Violinist Baiba Skride and Maestro Olari Elts are the main performers of the last Seattle Symphony concert dedicated to Mozart and Haydn.
After the miraculous dream of the Baroque period, when classical music woke up as a proper genre, the ideas of the Illustration imbibed the work of the artists of the second half of the 18th century. The development of the symphony as the ideal form for orchestral music came with Joseph Haydn, who untiringly explored it looking for new ways of expression. Amadeus Mozart, in the other hand, was a hurricane, a genial explosion of astonishing melodies and musical structures, an endless source of eternal tunes. Together with Sebastian Bach, they changed the History of art and perhaps determined even the way we understand concepts like beauty, perfection or eternity.
That´s why whenever their works are played today, audiences have the opportunity to keep in contact with the purity of classical music and enjoy finding out new pearls of diversity within the overwhelming perfection of their style. The Seattle Symphony orchestra, conducted by Estonian Olari Elts, presented last Thursday a simple but interesting program featuring Mozart´s Violin Concerto No.3 in G major and Haydn´s Symphony No.104 in D major “London”. Both were preceded by some small works of the same composers. A good choice as they prepared the audience for the main works and open the horizon towards those other minor pieces composed on request or for an informal occasion.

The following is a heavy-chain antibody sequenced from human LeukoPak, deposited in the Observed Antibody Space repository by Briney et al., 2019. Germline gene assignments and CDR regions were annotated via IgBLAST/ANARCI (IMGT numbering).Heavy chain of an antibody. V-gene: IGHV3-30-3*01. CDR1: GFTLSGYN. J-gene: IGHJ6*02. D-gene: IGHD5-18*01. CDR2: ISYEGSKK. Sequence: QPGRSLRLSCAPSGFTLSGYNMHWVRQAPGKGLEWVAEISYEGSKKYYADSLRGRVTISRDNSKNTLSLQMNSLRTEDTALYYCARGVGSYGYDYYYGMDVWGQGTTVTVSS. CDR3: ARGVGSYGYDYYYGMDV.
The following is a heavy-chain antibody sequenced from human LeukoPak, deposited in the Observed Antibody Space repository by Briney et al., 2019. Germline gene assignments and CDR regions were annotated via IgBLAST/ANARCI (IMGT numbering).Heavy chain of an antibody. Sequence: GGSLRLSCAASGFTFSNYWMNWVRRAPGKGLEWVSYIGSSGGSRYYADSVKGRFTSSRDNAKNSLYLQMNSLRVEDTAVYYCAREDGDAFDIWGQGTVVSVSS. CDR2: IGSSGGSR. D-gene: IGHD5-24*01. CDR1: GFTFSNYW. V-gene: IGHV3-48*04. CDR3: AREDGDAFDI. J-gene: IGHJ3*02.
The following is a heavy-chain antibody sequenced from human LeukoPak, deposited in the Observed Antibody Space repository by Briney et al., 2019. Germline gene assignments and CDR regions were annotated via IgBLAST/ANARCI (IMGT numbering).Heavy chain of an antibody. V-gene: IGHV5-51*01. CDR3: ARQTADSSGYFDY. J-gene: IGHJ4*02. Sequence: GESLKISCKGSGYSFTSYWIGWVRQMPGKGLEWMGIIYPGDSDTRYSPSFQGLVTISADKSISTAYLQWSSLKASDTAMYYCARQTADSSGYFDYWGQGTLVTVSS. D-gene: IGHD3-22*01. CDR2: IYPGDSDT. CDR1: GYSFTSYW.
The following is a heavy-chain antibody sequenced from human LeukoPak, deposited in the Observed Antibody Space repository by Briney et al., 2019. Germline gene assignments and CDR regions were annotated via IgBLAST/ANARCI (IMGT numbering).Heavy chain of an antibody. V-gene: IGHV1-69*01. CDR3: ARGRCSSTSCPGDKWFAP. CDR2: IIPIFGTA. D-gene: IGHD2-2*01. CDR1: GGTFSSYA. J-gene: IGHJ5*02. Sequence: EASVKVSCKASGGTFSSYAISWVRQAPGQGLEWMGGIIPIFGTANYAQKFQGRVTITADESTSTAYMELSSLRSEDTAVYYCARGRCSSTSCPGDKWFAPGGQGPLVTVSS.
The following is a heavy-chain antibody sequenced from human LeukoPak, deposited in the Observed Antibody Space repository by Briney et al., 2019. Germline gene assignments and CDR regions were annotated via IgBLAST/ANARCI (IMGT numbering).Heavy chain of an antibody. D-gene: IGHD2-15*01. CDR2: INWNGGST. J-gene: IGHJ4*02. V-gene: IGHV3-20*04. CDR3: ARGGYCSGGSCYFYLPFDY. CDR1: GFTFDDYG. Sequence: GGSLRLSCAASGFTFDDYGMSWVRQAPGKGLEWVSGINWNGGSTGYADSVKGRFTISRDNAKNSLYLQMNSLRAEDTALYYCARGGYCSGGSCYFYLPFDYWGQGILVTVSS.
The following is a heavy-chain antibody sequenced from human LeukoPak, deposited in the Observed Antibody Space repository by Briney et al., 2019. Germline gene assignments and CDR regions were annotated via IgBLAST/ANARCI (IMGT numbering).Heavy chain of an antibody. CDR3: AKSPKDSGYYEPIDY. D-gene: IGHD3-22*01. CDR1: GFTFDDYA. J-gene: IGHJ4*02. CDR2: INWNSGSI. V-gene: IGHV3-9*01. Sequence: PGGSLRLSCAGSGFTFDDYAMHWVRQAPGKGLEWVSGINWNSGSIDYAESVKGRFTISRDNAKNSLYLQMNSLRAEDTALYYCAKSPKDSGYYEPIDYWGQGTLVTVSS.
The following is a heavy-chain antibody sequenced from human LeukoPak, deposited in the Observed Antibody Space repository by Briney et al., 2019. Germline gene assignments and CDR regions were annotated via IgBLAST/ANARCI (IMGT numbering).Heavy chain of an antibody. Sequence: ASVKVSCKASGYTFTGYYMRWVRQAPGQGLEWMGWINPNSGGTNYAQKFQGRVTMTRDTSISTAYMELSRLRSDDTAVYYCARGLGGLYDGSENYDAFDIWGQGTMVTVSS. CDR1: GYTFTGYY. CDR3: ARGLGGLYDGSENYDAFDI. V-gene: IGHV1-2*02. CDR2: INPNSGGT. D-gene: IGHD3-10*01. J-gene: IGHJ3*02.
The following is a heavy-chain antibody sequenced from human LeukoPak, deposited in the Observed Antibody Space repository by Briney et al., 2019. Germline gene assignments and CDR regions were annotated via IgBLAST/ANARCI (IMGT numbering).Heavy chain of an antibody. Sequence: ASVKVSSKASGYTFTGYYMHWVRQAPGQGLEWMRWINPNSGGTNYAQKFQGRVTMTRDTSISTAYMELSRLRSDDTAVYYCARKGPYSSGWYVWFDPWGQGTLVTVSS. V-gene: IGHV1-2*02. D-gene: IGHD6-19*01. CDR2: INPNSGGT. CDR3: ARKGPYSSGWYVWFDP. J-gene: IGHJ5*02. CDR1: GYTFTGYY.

In the first part, the amazing technique of Latvian violinist Baiba Skride playing Mozart eclipsed the attentive work of Mr Elts and the Seattle Symphony. The notes out of Skride violin were pure and clear as crystal, a prodigious of honesty and delicacy. Her approach is just fine with the style and the composer. It was a phenomenal rendition which merited more enthusiasm from the audience. There are still two more opportunities to go to the Benaroya Hall to enjoy the transparent violin of this young artist.
The second part started with the fanfare of the March in E-flat for the Royal Society of Musicians, composed by Joseph Haydn during his first stay in London. The piece is like a call to liberty and joy. The joy of feeling free to create his music beyond the desires of his patron Nicolas Esterházy. After that, Olary Elts proposed a detailed version of the Symphony No.104, another piece composed by Haydn in England. His connection with all the musicians in the orchestra made possible an attractive and eloquent rendition of the score. Beneath the staves, Elts disclosed the hidden art of a mature Haydn. Elts guided an inspired Seattle Symphony orchestra with the precision of an artisan, arising new and surprising nuances from Haydn´s music.
We will continue narrating more musical evenings from the Benaroya Hall in Seattle. It´s going to be a pleasure.
Carlos J. Lopez